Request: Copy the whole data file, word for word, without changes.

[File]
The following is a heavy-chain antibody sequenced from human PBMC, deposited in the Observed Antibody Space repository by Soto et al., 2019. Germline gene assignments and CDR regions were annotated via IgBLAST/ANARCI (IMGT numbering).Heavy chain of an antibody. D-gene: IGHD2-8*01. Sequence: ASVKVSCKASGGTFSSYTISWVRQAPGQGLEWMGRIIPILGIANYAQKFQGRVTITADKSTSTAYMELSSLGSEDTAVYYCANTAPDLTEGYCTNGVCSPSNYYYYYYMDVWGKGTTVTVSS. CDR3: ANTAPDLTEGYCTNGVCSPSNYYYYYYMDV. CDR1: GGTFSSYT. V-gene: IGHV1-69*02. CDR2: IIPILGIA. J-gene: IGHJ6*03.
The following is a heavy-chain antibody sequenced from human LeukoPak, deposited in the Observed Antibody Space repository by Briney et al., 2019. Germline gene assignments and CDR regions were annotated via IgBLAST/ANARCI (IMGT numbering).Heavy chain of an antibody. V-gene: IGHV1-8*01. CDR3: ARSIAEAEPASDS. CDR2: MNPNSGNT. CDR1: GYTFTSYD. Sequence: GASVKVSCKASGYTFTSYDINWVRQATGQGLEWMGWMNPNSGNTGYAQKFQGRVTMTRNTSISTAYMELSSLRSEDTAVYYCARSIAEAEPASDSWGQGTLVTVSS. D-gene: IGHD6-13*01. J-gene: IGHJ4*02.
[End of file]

The following is a heavy-chain antibody sequenced from human PBMC, deposited in the Observed Antibody Space repository by Soto et al., 2019. Germline gene assignments and CDR regions were annotated via IgBLAST/ANARCI (IMGT numbering).Heavy chain of an antibody. D-gene: IGHD2-8*01. Sequence: ASVKVSCKASGGTFSSYTISWVRQAPGQGLEWMGRIIPILGIANYAQKFQGRVTITADKSTSTAYMELSSLGSEDTAVYYCANTAPDLTEGYCTNGVCSPSNYYYYYYMDVWGKGTTVTVSS. CDR3: ANTAPDLTEGYCTNGVCSPSNYYYYYYMDV. CDR1: GGTFSSYT. V-gene: IGHV1-69*02. CDR2: IIPILGIA. J-gene: IGHJ6*03.
The following is a heavy-chain antibody sequenced from human LeukoPak, deposited in the Observed Antibody Space repository by Briney et al., 2019. Germline gene assignments and CDR regions were annotated via IgBLAST/ANARCI (IMGT numbering).Heavy chain of an antibody. V-gene: IGHV1-8*01. CDR3: ARSIAEAEPASDS. CDR2: MNPNSGNT. CDR1: GYTFTSYD. Sequence: GASVKVSCKASGYTFTSYDINWVRQATGQGLEWMGWMNPNSGNTGYAQKFQGRVTMTRNTSISTAYMELSSLRSEDTAVYYCARSIAEAEPASDSWGQGTLVTVSS. D-gene: IGHD6-13*01. J-gene: IGHJ4*02.